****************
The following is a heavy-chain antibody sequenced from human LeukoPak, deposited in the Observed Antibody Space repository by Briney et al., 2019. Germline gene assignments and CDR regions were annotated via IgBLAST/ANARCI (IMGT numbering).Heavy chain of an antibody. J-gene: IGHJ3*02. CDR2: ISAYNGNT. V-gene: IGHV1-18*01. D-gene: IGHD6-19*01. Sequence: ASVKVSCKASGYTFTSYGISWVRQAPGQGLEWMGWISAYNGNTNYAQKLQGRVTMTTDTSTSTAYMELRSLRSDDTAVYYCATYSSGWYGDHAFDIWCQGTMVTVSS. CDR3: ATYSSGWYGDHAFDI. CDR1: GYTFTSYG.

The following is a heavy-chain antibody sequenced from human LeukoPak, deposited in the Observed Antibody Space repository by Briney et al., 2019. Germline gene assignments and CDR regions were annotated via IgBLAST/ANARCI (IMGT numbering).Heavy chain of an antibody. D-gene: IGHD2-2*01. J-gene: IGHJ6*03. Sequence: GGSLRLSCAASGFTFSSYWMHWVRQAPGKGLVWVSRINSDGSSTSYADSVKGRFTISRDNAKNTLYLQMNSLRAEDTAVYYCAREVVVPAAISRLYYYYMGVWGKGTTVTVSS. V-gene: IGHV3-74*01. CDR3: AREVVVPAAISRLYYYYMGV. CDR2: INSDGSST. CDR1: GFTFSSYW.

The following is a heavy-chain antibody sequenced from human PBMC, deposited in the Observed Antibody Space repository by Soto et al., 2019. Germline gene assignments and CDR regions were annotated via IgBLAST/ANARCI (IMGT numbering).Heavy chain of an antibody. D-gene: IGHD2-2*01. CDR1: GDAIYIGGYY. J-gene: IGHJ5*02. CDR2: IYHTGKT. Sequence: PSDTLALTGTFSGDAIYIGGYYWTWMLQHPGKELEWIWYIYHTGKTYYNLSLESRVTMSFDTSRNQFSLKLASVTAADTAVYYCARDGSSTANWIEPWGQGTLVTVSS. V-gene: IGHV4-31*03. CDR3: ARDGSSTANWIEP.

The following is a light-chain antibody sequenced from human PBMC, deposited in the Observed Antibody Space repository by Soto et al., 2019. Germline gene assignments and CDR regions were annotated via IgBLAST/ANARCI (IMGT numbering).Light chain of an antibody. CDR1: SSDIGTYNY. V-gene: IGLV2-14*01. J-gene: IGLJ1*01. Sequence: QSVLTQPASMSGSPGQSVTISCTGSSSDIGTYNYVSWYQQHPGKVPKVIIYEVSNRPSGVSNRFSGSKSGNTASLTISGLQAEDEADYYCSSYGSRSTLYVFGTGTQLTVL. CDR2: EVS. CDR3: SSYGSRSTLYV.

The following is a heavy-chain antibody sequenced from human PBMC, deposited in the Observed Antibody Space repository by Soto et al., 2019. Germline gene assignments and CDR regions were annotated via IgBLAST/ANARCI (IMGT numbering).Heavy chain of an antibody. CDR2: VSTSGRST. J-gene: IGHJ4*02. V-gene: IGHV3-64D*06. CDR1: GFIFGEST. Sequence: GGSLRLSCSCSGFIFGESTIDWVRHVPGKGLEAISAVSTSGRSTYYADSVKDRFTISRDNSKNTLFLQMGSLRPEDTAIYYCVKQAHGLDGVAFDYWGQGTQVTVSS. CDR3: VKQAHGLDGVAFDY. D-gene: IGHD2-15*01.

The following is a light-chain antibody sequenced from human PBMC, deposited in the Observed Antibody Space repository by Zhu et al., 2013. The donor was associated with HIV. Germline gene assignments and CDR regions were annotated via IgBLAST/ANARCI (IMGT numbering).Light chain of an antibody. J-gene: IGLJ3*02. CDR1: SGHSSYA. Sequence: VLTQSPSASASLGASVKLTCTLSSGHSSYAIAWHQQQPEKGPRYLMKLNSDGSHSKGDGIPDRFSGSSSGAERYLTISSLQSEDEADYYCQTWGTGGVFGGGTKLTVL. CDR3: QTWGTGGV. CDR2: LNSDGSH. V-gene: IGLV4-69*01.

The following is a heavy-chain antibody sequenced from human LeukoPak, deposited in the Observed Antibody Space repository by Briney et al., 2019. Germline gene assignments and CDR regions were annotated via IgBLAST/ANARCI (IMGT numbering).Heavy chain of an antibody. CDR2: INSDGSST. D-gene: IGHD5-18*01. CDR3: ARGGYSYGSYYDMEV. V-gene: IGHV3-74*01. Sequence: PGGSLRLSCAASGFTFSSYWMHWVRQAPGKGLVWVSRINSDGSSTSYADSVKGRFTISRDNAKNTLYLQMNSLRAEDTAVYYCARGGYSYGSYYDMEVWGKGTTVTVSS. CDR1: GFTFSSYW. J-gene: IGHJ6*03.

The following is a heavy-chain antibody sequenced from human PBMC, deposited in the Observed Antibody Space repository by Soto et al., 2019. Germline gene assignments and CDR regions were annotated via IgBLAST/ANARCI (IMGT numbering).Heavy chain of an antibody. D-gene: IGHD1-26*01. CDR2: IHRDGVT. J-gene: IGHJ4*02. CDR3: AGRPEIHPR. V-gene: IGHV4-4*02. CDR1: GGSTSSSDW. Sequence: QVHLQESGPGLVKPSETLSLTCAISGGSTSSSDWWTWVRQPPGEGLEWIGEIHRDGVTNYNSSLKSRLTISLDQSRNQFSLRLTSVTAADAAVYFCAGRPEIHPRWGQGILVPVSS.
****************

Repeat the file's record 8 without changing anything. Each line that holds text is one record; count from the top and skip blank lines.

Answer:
The following is a heavy-chain antibody sequenced from human PBMC, deposited in the Observed Antibody Space repository by Soto et al., 2019. Germline gene assignments and CDR regions were annotated via IgBLAST/ANARCI (IMGT numbering).Heavy chain of an antibody. D-gene: IGHD1-26*01. CDR2: IHRDGVT. J-gene: IGHJ4*02. CDR3: AGRPEIHPR. V-gene: IGHV4-4*02. CDR1: GGSTSSSDW. Sequence: QVHLQESGPGLVKPSETLSLTCAISGGSTSSSDWWTWVRQPPGEGLEWIGEIHRDGVTNYNSSLKSRLTISLDQSRNQFSLRLTSVTAADAAVYFCAGRPEIHPRWGQGILVPVSS.